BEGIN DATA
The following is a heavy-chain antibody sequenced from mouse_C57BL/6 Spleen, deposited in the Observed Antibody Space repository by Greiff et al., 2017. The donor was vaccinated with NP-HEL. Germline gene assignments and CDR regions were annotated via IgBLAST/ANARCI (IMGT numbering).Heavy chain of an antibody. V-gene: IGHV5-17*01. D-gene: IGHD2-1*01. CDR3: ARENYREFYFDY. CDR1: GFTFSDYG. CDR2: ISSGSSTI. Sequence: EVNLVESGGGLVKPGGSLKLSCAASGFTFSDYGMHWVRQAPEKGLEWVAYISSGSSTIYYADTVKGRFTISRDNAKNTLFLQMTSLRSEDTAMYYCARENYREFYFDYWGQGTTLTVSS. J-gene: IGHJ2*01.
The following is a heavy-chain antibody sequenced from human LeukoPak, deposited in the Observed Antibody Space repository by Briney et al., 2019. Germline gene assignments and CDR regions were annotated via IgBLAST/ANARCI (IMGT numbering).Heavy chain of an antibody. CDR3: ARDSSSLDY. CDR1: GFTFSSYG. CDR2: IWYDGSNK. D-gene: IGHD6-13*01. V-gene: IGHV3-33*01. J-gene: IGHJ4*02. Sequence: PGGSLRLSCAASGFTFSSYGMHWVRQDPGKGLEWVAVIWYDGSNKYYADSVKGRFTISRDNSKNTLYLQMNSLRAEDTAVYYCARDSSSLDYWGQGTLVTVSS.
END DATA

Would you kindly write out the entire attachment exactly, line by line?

The following is a heavy-chain antibody sequenced from mouse_C57BL/6 Spleen, deposited in the Observed Antibody Space repository by Greiff et al., 2017. The donor was vaccinated with NP-HEL. Germline gene assignments and CDR regions were annotated via IgBLAST/ANARCI (IMGT numbering).Heavy chain of an antibody. V-gene: IGHV5-17*01. D-gene: IGHD2-1*01. CDR3: ARENYREFYFDY. CDR1: GFTFSDYG. CDR2: ISSGSSTI. Sequence: EVNLVESGGGLVKPGGSLKLSCAASGFTFSDYGMHWVRQAPEKGLEWVAYISSGSSTIYYADTVKGRFTISRDNAKNTLFLQMTSLRSEDTAMYYCARENYREFYFDYWGQGTTLTVSS. J-gene: IGHJ2*01.
The following is a heavy-chain antibody sequenced from human LeukoPak, deposited in the Observed Antibody Space repository by Briney et al., 2019. Germline gene assignments and CDR regions were annotated via IgBLAST/ANARCI (IMGT numbering).Heavy chain of an antibody. CDR3: ARDSSSLDY. CDR1: GFTFSSYG. CDR2: IWYDGSNK. D-gene: IGHD6-13*01. V-gene: IGHV3-33*01. J-gene: IGHJ4*02. Sequence: PGGSLRLSCAASGFTFSSYGMHWVRQDPGKGLEWVAVIWYDGSNKYYADSVKGRFTISRDNSKNTLYLQMNSLRAEDTAVYYCARDSSSLDYWGQGTLVTVSS.